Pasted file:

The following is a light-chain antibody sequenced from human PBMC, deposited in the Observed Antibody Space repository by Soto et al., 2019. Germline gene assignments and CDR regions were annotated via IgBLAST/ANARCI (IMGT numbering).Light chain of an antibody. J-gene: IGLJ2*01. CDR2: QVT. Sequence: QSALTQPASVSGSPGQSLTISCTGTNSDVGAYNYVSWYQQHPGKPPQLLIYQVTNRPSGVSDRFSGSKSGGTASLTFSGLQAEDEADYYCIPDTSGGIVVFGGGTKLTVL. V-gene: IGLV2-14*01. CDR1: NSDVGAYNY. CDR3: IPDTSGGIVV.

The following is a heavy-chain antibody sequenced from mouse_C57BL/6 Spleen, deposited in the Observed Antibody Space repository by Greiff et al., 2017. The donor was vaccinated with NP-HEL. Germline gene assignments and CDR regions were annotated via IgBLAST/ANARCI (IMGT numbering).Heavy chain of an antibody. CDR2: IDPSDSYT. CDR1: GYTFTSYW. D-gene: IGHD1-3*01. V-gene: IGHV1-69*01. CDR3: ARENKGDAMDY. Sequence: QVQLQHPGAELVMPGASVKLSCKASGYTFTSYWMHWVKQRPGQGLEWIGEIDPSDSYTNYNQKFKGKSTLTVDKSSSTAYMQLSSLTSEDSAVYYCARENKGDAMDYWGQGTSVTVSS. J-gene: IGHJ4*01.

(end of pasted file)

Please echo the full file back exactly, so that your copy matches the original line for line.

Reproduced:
The following is a light-chain antibody sequenced from human PBMC, deposited in the Observed Antibody Space repository by Soto et al., 2019. Germline gene assignments and CDR regions were annotated via IgBLAST/ANARCI (IMGT numbering).Light chain of an antibody. J-gene: IGLJ2*01. CDR2: QVT. Sequence: QSALTQPASVSGSPGQSLTISCTGTNSDVGAYNYVSWYQQHPGKPPQLLIYQVTNRPSGVSDRFSGSKSGGTASLTFSGLQAEDEADYYCIPDTSGGIVVFGGGTKLTVL. V-gene: IGLV2-14*01. CDR1: NSDVGAYNY. CDR3: IPDTSGGIVV.

The following is a heavy-chain antibody sequenced from mouse_C57BL/6 Spleen, deposited in the Observed Antibody Space repository by Greiff et al., 2017. The donor was vaccinated with NP-HEL. Germline gene assignments and CDR regions were annotated via IgBLAST/ANARCI (IMGT numbering).Heavy chain of an antibody. CDR2: IDPSDSYT. CDR1: GYTFTSYW. D-gene: IGHD1-3*01. V-gene: IGHV1-69*01. CDR3: ARENKGDAMDY. Sequence: QVQLQHPGAELVMPGASVKLSCKASGYTFTSYWMHWVKQRPGQGLEWIGEIDPSDSYTNYNQKFKGKSTLTVDKSSSTAYMQLSSLTSEDSAVYYCARENKGDAMDYWGQGTSVTVSS. J-gene: IGHJ4*01.